This presents Sinn Féin with a significant problem and may explain its reluctance for some weeks to pull the plug on the coalition. He is a towering figure and cannot readily be replaced.

Yet despite his frailty, he looked steely when warning the DUP there would be no automatic return to the status quo. Respect is a two-way street, he signalled to the party.

This is a man who deserves the utmost respect, at a time of crisis, for appearing in front of the cameras and demonstrating leadership during a time of turmoil - despite the toll it took on him.

Mr McGuinness, Deputy First Minister for almost 10 years, has kept a steady hand on the peace process tiller. You can but hope he will be able to absent himself from the political stage - despite the undeniable gap left - and concentrate on his health and his family.

The DUP might be advised to heed his comments about the need for equality, respect and reconciliation - that's if it wants to hold office in Stormont in the next administration. Loyalty to Mrs Foster may not be in the party's best interests.

She is the third consecutive First Minister with whom Mr McGuinness has worked, succeeding Ian Paisley and Peter Robinson - and the most short-term. Brief government terms are not in the North's best interests, especially during Brexit discussions and North-South border concerns, all of which will impact on citizens' lives for generations.

Belligerent even now, Mrs Foster is claiming Mr McGuinness's position is political rather than principled, although the cash-for-ash story is the biggest public finance scandal in Stormont's history. And she is indivisibly connected with it, as the minister responsible during the setting up and running of most of the green energy scheme's life span.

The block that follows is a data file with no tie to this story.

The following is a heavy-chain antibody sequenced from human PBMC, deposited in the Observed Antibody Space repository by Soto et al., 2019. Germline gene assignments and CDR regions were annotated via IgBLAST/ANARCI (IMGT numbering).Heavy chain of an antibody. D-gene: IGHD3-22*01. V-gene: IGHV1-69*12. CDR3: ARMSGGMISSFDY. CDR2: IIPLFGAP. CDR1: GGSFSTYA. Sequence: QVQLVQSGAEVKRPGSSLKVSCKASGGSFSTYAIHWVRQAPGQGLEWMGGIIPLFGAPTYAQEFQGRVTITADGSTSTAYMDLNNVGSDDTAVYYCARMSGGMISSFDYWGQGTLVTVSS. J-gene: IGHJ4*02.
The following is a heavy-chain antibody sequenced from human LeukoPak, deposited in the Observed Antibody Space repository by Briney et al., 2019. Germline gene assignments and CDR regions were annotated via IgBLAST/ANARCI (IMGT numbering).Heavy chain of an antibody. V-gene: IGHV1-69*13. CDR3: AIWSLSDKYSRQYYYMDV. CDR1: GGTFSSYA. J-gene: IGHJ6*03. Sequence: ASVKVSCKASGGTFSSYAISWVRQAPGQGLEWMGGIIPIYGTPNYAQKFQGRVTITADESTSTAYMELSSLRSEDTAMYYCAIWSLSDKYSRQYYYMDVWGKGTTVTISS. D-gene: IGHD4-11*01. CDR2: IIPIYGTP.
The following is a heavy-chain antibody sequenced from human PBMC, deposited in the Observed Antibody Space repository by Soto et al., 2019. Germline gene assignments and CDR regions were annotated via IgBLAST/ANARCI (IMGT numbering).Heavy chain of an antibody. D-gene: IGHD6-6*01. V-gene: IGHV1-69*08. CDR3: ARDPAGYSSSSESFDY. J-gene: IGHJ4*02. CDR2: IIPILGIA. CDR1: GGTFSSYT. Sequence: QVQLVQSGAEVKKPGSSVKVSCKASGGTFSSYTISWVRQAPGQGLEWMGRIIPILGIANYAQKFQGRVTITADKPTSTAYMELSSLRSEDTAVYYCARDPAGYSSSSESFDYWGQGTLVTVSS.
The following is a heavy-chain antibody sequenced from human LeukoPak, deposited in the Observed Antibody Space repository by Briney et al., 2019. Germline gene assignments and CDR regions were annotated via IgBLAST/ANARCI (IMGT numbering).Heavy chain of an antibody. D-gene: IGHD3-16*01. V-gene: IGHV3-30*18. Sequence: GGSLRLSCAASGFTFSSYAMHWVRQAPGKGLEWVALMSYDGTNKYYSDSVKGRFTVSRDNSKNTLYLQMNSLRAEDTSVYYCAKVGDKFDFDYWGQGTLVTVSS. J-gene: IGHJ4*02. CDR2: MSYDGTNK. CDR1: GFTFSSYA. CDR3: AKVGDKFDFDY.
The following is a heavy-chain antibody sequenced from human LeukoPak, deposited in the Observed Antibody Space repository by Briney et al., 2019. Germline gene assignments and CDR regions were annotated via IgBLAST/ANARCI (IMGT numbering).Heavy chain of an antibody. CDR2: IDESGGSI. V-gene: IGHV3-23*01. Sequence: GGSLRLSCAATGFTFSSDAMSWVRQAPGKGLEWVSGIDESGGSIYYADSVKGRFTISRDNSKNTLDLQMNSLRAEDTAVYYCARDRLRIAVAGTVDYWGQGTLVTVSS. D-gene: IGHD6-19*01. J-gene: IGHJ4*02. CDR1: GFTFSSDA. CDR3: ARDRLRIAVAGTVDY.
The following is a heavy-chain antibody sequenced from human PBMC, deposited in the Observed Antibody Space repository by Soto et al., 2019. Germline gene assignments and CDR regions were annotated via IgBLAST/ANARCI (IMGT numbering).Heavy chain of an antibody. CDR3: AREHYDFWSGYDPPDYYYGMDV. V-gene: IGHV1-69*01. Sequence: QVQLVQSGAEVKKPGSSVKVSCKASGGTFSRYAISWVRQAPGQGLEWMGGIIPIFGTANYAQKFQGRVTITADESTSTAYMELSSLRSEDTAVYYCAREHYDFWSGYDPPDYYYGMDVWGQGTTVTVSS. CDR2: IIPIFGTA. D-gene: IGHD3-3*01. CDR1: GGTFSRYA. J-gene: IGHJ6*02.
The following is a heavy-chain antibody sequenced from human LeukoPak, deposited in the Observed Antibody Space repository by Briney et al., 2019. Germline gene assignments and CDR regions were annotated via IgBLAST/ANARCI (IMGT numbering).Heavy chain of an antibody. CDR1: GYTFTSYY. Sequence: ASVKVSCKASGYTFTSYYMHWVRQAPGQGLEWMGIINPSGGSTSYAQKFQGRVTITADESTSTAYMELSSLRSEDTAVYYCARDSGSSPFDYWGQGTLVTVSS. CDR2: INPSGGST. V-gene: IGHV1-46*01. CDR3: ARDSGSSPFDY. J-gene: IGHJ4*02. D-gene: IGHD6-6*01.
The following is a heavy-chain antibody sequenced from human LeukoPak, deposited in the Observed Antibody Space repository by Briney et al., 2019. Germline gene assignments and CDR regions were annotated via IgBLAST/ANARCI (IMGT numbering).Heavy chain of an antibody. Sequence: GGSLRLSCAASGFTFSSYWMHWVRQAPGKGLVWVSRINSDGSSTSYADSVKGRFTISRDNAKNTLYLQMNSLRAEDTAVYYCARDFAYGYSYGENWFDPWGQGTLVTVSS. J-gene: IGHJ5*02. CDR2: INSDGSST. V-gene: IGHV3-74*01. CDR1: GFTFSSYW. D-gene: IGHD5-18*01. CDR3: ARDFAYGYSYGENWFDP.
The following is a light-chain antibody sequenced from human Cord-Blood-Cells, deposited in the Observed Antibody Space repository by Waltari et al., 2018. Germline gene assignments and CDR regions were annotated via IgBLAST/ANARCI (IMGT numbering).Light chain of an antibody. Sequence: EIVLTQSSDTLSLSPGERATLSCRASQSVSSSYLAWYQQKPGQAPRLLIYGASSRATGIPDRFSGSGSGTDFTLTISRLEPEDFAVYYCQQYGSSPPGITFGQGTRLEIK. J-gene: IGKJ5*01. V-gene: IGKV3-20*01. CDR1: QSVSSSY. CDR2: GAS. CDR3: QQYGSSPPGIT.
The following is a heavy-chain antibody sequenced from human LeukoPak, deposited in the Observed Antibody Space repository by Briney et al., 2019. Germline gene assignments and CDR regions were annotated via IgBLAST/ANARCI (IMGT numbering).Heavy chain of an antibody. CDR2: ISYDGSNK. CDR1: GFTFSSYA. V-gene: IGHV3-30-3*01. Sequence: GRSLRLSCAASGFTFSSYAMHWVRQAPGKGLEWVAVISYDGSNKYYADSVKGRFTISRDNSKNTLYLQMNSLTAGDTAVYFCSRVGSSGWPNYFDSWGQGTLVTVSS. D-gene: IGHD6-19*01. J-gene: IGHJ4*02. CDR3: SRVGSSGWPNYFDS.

Some conciliation towards her political partners wouldn't go amiss. Instead, her eye is on the unionist electorate as she indulges in hard-line rhetoric.

However, the shapes thrown by DUP must surely be causing serious annoyance in Westminster, where the Tories are preoccupied with Brexit negotiations.

The long-term future of the union with Britain is weakening. Not only is Westminster refusing to pay the cheque for the renewable heat incentive scheme, but other bills might receive closer scrutiny now, too. With Catholic under-16s in a majority now in the North, the future isn't Orange, no matter what the DUP tells its voters. It needs to start reaching out - but is the party capable of it?

Finally, people north of the border deserve a higher standard of leadership from their politicians than the self-interest exhibited during the current crisis. Let's hope the message about standards in public life emerges loud and clear at the ballot box.

All of the main opposition parties, in addition to Sinn Féin, want Mrs Foster excluded from office while an inquiry is set up. That tells its own story. As for the lady in question, the closest she approaches to an admission of failure is in saying the "biggest regret" of her political career is no cap placed on huge payments under the green energy scheme.

I think she has room for another regret: mistaking mulishness for strength, to the point of allowing the house of cards to be tumbled. It's over to the voting public now. Sometime in the next couple of months or so, they will have their say on Arlene Foster and her 'Nanny Knows Best' politics.

Irish Independent